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The unexpected tax consequences of international love
By Elizabeth Pack on February 14, 2017 at 2:43 PM

Hands making the shape of a heart over the EarthAn often-overlooked estate planning trap involves including individuals who are not U.S. citizens as part of an estate plan.

If someone who is not a U.S. citizen or resident is given control over a trust, either as a trustee or a beneficiary, then the trust will be treated as a foreign trust and will be subject to additional income taxes.

While some people have the option of naming individuals who are U.S. citizens or U.S. residents in their trusts, others do not. For them, planning alternatives may be available so they can avoid the additional income tax of a foreign trust. Options may include naming a corporate trustee, naming individuals who are U.S. citizens or U.S. residents to serve as co-trustees with the individual who is not, or limiting the powers of a trustee or beneficiary who is not a U.S. citizen or U.S. resident.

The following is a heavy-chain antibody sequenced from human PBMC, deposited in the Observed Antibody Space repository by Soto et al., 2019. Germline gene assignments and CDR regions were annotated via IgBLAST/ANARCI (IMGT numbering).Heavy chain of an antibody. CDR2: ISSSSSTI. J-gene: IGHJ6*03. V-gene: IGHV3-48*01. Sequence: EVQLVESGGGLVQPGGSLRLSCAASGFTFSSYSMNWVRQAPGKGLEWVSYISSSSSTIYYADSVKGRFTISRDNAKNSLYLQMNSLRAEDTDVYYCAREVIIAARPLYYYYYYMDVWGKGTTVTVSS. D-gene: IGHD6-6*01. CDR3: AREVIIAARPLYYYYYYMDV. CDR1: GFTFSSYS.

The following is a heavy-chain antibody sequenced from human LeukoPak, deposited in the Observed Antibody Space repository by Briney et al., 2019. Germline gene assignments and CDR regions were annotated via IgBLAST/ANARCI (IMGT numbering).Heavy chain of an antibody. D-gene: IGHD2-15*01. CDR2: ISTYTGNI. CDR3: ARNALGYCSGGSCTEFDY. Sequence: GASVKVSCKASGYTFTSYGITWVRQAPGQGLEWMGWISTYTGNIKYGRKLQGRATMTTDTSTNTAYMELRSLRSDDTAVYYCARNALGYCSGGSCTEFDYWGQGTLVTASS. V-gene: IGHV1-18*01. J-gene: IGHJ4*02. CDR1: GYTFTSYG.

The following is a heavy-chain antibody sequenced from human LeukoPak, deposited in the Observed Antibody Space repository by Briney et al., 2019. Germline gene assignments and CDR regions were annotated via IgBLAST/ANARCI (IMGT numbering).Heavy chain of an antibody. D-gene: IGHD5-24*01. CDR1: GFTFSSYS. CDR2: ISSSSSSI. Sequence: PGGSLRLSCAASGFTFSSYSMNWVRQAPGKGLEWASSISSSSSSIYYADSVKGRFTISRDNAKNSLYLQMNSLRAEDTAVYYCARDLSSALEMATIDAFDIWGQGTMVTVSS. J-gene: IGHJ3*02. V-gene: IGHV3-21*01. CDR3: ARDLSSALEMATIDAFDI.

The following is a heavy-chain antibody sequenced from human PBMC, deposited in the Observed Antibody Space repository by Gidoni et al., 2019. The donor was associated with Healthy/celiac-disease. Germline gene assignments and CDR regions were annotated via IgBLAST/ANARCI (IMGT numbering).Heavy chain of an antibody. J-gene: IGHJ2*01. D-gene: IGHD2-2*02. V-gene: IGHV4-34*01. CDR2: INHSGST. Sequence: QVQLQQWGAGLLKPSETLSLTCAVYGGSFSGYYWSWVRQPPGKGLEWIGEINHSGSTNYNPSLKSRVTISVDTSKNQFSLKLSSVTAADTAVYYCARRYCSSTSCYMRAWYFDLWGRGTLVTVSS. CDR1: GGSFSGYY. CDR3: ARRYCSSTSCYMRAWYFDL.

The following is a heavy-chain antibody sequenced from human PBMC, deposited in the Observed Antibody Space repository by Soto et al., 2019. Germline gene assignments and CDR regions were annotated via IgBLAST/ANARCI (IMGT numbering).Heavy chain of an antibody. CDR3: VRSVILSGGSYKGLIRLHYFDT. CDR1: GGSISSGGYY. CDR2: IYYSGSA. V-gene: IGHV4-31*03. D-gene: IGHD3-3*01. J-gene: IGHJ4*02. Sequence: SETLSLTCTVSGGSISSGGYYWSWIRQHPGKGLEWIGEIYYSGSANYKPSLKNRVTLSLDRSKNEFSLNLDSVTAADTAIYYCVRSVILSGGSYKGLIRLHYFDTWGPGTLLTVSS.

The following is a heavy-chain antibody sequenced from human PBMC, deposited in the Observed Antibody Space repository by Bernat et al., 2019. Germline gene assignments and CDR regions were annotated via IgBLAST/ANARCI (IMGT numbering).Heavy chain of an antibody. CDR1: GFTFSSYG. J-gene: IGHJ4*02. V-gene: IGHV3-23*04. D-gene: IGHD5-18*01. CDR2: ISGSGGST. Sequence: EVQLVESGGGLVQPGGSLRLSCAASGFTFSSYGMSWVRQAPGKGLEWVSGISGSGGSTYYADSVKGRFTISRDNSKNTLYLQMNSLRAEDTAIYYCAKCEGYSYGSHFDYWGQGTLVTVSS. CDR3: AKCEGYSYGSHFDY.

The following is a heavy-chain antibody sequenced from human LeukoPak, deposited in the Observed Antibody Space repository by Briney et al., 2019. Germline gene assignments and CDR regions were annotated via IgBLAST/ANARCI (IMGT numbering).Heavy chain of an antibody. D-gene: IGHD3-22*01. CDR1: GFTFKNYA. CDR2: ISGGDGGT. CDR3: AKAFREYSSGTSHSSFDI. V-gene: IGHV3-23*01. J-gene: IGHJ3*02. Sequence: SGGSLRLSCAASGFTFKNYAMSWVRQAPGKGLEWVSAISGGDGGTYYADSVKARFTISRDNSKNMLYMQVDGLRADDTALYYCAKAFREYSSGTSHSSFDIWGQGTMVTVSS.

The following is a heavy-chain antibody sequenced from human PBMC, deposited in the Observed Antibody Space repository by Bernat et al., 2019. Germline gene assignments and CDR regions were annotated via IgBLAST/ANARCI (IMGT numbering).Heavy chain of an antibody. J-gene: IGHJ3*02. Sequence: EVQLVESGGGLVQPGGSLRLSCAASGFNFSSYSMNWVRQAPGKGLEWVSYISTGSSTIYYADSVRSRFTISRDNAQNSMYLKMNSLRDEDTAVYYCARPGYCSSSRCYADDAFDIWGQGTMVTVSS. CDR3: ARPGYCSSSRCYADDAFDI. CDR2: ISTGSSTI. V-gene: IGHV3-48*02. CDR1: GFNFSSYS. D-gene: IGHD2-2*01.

If a client’s spouse is not a U.S. citizen, this raises a different type of tax issue. Generally, a deceased spouse is able to pass an unlimited amount of assets to the surviving spouse estate tax free, through an unlimited marital deduction from estate taxes. However, if the surviving spouse is not a U.S. citizen, that unlimited marital deduction is not available. To avoid this, the spouse should consider leaving his or her assets for the surviving spouse in a qualified domestic trust, commonly known as a QDOT.

If you would like to discuss creating an estate plan that includes individuals who are not U.S. citizens, please contact our Trusts & Estates group.

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